In In re Smith, 999 F.3d 452 (6th Cir. 2021), the court stated that by its plain terms, Section 1307(b) is mandatory: “upon the debtor’s request, subject to one exception not applicable here (namely that the case was not converted to Chapter 13 from another chapter), the court “shall dismiss” a Chapter 13 case.” Id at 455. It further noted that the debtor’s right to dismiss a Chapter 13 case “comports with §303(a), which makes clear that Chapter 13 is a ‘wholly voluntary alternative to Chapter 7[.]’” Id. quoting Harris v. Viegelahn, 575 U.S. 510, 514 (2015).  The court further noted that nothing in Section 1307 that renders Section 1307(b) discretionary in cases where the debtor filed the bankruptcy petition in bad faith. Id.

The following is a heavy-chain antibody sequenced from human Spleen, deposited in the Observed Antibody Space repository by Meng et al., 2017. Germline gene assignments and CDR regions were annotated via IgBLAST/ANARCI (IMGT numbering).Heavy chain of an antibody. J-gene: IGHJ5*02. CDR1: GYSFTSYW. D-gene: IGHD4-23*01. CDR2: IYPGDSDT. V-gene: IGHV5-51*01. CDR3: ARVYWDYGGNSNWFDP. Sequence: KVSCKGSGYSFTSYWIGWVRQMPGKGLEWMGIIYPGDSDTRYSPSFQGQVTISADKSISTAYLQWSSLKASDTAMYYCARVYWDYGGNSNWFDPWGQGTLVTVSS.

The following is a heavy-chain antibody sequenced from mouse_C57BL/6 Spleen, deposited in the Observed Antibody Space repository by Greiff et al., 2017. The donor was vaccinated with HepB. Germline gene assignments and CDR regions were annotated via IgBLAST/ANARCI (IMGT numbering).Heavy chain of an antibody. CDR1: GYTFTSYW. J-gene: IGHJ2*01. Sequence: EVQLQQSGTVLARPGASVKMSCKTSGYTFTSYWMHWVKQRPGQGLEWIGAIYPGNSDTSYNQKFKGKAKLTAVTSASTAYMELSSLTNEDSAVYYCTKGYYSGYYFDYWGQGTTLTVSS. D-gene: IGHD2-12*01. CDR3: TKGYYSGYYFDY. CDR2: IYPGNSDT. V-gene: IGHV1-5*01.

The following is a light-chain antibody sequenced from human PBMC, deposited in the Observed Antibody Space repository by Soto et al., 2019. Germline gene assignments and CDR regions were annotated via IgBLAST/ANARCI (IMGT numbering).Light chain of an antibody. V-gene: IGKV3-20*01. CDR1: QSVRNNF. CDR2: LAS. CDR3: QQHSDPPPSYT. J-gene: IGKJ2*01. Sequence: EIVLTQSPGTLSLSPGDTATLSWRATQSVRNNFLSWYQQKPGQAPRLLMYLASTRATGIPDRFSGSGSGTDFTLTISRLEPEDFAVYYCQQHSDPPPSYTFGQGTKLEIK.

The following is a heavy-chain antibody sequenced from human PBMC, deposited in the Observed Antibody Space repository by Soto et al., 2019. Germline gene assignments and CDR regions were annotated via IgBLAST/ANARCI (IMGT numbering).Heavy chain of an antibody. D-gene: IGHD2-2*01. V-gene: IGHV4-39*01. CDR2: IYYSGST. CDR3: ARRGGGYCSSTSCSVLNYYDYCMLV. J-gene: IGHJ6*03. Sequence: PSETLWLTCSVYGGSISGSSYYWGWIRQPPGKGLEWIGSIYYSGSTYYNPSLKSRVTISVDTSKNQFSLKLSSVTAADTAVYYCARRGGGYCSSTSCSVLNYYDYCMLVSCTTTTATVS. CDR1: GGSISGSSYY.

In re Nichols, 10 F.4th 956 (9th Cir. 2021), also found that a debtor had an absolute right to dismiss under Section 1307(b), overruling an opposite conclusion it had reached in In re Rosson, 545 F.3d 764 (9th Cir.2008).  This reversal of decision was largely based on the Supreme Court ruling in Law v. Siegel, 571 U.S. 415 (2014), which concerned a Chapter 7 debtor who perpetrated a fraud on the bankruptcy court by falsely reporting that a lien existed on his primary residence.  The trustee in Law determined that the alleged lien was a sham filed by the debtor to protect his interest in the home.  Accordingly, the trustee initiated an adversary proceeding to have the lien removed, and, after he prevailed, he sought to have his attorney’s fees paid from the debtor’s exempt property.  Despite Section 522(k)’s express prohibition on the use of a debtor’s exempt property to cover expenses associated with administering the estate, the bankruptcy court granted the trustee’s request.